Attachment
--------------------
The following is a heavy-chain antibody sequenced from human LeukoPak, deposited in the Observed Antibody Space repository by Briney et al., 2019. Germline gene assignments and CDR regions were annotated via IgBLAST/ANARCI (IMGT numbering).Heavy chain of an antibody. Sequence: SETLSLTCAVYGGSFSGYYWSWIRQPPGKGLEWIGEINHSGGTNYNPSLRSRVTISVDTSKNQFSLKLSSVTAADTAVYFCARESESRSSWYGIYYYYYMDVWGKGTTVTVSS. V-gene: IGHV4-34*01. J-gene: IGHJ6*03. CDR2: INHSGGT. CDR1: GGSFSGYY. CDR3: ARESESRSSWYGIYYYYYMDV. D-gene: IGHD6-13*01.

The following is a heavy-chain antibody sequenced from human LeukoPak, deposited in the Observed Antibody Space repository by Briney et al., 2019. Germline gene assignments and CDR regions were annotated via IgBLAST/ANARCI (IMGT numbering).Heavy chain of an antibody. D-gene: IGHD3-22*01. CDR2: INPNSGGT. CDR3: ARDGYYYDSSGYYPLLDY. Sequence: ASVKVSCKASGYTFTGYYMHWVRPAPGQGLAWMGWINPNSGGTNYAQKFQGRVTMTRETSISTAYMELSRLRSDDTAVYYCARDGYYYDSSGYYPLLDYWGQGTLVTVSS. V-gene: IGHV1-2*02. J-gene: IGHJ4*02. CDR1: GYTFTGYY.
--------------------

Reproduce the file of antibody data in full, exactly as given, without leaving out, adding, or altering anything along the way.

The following is a heavy-chain antibody sequenced from human LeukoPak, deposited in the Observed Antibody Space repository by Briney et al., 2019. Germline gene assignments and CDR regions were annotated via IgBLAST/ANARCI (IMGT numbering).Heavy chain of an antibody. Sequence: SETLSLTCAVYGGSFSGYYWSWIRQPPGKGLEWIGEINHSGGTNYNPSLRSRVTISVDTSKNQFSLKLSSVTAADTAVYFCARESESRSSWYGIYYYYYMDVWGKGTTVTVSS. V-gene: IGHV4-34*01. J-gene: IGHJ6*03. CDR2: INHSGGT. CDR1: GGSFSGYY. CDR3: ARESESRSSWYGIYYYYYMDV. D-gene: IGHD6-13*01.

The following is a heavy-chain antibody sequenced from human LeukoPak, deposited in the Observed Antibody Space repository by Briney et al., 2019. Germline gene assignments and CDR regions were annotated via IgBLAST/ANARCI (IMGT numbering).Heavy chain of an antibody. D-gene: IGHD3-22*01. CDR2: INPNSGGT. CDR3: ARDGYYYDSSGYYPLLDY. Sequence: ASVKVSCKASGYTFTGYYMHWVRPAPGQGLAWMGWINPNSGGTNYAQKFQGRVTMTRETSISTAYMELSRLRSDDTAVYYCARDGYYYDSSGYYPLLDYWGQGTLVTVSS. V-gene: IGHV1-2*02. J-gene: IGHJ4*02. CDR1: GYTFTGYY.